Guest Blogger: Jodie Renner: Creating a Worthy Antagonist

20 Oct

I want to welcome back Jodie for a discussion of the all-important bad guys.


by Jodie Renner

You’ve outlined a plot and created an appealing, complex protagonist for your thriller or other crime/action fiction — great start! But what about your antagonist? According to James N. Frey, “the villain is your best friend, because the villain creates the plot behind the plot — the plot that has to be foiled by the hero.”

The hero or heroine of your suspense novel needs a worthy opponent who is standing in his/her way and threatening other innocent people. As James Scott Bell says, “Without a strong opponent, most novels lack that crucial emotional experience for the reader: worry. If it seems the hero can take care of his problems easily, why bother to read on?”

And thrillers and other crime fiction need a downright nasty bad guy — but not a “mwoo-ha-ha” caricature or stereotype. If your villain is just a wicked cardboard caricature of what he could be, your readers will quickly lose interest. As Hallie Ephron says, “Characters who are simply monstrously evil can come off as old-fashioned clichés.”

To create a believable, complex, chilling villain, make him clever and determined, but also someone who feels justified in his actions. Ask yourself what the bad guy wants, how he thinks the protagonist is standing in his way, and how he explains his own motivations to himself.

How does your villain rationalize his actions? He may feel that he is justified because of early childhood abuse or neglect, a grudge against society, a goal thwarted by the protagonist, a desire for revenge against a perceived wrong, or a need for power or status — or money to fund his escape. Whatever his reasons, have them clear in your own mind, and at least hint at them in your novel. Like the protagonist, the antagonist needs motivations for his actions.

To give yourself the tools to create a realistic, believable antagonist, try writing a mini-biography of your villain: his upbringing and family life, early influences, and harrowing experiences or criminal activities so far. As Hallie Ephron advises us, “Think about what happened to make that villain the way he is. Was he born bad, or did he sour as a result of some traumatic event? If your villain has a grudge against society, why? If he can’t tolerate being jilted, why? You may never share your villain’s life story with your reader, but to make a complex, interesting villain, you need to know what drives him to do what he does.” Creating a backstory for your antagonist will help you develop a multidimensional, convincing bad guy.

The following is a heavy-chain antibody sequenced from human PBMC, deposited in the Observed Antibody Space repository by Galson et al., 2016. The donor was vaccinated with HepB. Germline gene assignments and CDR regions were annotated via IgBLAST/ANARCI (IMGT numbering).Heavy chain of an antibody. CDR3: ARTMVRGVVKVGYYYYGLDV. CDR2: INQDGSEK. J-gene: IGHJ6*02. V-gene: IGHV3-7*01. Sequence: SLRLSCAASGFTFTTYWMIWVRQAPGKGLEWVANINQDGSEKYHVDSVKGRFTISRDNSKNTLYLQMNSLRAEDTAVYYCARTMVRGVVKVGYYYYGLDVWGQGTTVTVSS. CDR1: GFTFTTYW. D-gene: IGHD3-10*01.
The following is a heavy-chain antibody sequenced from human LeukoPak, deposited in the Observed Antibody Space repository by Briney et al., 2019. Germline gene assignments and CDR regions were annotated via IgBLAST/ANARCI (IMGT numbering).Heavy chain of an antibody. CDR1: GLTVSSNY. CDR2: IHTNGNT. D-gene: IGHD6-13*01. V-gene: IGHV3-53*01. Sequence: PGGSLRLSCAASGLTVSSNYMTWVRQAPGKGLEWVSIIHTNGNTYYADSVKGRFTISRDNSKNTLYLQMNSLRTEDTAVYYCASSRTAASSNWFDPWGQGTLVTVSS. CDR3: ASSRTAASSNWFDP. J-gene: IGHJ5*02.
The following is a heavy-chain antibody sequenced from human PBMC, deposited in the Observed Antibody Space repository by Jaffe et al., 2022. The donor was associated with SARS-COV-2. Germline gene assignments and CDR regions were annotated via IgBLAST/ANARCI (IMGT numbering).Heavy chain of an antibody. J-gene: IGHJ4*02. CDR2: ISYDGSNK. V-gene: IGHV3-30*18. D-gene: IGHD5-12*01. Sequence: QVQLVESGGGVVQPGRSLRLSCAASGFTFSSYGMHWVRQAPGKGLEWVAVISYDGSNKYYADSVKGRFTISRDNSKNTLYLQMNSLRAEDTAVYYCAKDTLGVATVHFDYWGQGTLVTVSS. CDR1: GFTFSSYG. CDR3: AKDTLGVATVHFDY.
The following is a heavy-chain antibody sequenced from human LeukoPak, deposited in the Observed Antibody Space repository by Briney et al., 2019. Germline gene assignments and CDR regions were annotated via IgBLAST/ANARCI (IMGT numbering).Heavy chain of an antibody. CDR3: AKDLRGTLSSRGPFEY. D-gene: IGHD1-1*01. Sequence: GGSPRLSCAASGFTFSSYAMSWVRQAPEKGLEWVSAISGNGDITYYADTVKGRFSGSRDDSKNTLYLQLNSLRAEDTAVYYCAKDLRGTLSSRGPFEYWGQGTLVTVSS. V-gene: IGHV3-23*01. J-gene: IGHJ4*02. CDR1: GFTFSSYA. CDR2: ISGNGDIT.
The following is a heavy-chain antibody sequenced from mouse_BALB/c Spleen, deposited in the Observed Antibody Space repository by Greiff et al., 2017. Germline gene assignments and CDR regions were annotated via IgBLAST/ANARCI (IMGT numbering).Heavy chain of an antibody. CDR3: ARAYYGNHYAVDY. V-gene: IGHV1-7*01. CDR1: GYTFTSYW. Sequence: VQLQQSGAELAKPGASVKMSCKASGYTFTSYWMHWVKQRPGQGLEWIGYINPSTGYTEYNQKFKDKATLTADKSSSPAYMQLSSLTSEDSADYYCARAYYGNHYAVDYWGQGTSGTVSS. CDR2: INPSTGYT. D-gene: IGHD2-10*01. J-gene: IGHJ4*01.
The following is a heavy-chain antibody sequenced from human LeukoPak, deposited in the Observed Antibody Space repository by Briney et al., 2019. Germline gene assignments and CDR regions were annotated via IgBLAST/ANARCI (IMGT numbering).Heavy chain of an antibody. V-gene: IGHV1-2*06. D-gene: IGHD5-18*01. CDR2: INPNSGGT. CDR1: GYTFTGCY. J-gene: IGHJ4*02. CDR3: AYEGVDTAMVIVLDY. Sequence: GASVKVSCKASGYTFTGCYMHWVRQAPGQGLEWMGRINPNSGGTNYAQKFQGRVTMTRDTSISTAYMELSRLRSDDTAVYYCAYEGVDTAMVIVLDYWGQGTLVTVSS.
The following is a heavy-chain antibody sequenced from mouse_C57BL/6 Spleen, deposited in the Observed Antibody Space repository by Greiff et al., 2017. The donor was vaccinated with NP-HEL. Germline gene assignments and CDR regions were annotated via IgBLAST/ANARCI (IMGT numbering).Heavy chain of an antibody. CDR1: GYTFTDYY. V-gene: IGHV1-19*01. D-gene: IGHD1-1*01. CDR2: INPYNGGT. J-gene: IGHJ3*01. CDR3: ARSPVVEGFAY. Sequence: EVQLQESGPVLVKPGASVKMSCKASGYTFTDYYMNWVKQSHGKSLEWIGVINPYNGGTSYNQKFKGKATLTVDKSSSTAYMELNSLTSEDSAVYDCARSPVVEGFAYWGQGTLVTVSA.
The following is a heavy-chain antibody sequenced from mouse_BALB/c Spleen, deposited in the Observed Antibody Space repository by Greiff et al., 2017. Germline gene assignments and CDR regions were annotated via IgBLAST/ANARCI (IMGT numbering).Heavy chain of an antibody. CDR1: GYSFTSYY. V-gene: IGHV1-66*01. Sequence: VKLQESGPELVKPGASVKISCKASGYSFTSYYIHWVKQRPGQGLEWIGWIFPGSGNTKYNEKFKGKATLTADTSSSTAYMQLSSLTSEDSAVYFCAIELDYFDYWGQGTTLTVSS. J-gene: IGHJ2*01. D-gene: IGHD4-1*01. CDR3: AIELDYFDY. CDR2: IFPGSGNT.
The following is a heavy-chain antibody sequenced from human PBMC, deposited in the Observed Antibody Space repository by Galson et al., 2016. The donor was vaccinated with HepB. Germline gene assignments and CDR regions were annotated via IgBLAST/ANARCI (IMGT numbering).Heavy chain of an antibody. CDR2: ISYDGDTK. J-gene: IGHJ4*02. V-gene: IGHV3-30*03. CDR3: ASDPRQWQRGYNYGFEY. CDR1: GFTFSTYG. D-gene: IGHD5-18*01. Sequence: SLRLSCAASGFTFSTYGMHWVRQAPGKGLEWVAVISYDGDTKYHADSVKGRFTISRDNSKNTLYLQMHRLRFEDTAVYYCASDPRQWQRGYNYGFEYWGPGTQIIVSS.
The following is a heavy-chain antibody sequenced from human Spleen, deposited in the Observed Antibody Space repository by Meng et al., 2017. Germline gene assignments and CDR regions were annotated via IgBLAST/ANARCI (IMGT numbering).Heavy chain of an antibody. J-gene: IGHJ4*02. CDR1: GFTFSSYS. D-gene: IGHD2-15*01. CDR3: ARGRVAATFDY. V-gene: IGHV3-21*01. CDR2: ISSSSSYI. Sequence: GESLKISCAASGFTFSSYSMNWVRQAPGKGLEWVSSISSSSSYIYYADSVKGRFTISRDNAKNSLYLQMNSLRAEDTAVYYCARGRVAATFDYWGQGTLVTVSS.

Many writing gurus advise us to even make the antagonist a bit sympathetic. James Scott Bell says, “The great temptation in creating bad guys is to make them evil through and through. You might think this will make your audience root harder for your hero. More likely, you’re just going to give your book a melodramatic feel. To avoid this, get to know all sides of your bad guy, including the positives.”

Bell suggests that, after we create a physical impression of our antagonist, we find out what her objective is, dig into her motivation, and create background for her that generates some sympathy — a major turning point from childhood or a powerful secret that can emerge later in the book.

Not everyone agrees with that approach, however. James Frey, on the other hand, says “in some cases, it is neither necessary nor perhaps even desirable to create the villain as a fully fleshed-out, well-rounded multidimensional character.” Many readers just want to a bad guy they can despise, and are not interested in finding out about his inner motives or his deprived childhood. That would dilute our satisfaction in finally seeing him getting his just deserts.

Frey does feel it’s extremely important to create a convincing, truly nasty villain, one who is “ruthless, relentless, and clever and resourceful, as well as being a moral and ethical wack job,” and one who is “willing to crush anyone who gets in his way,” but doesn’t feel it’s necessary to give us a great deal of information on the villain.

As kids, we loved to see good prevail over evil, and the nastier the villain, the harder they fell — and the greater our satisfaction. Perhaps Frey’s “damn good villain” hearkens back to those times, and his ultimate demise evokes greater reader satisfaction. Forget analyzing the bad guy — just build him up, then take him out!

On the other hand, many readers today are more sophisticated and want to get away from the caricatures of our popular literary heritage… hence, advice from writers like Ephron and Bell to develop more multidimensional antagonists with a backstory and clear motivations.

I’d say there’s room for both approaches in modern fiction, and probably the thriller genre favors the “just plain mean and nasty” villain. Never mind the psychological analysis of the bad guy—we just want to see Jack Reacher, Joe Pike or [fill in your favorite thriller hero or heroine] kick butt!

What do you think? Make the villain nasty, evil and cruel through and through, or give him some redeeming qualities to make him more realistic? Show some of his background and motivations, or just stick with his current story goals and plans?


Hallie Ephron, The Everything Guide to Writing Your First Novel

James N. Frey, How to Write a Damn Good Thriller

James Scott Bell, Revision and Self-Editing



Jodie Renner is a freelance manuscript editor, specializing in thrillers, romantic suspense, mysteries, and other crime fiction. Check out Jodie’s website at and her blog, dedicated to advice and resources for fiction writers, at, as well as Crime Fiction Collective, of which she is a founding member.


Posted by on October 20, 2011 in Guest Blogger, Writing


16 responses to “Guest Blogger: Jodie Renner: Creating a Worthy Antagonist

  1. Terry Odell

    October 20, 2011 at 1:41 pm

    The best summary I got at a writer’s conference was that the villain has to believe he’s the hero of his story, which agrees with the points you’ve made.

    Since I prefer a straight mystery rather than a suspense-oriented story, I rarely delve into the POVs of my villains, but I do have to know why they’re doing what they’re doing, even if my hero and heroine don’t.


  2. Craig Faustus Buck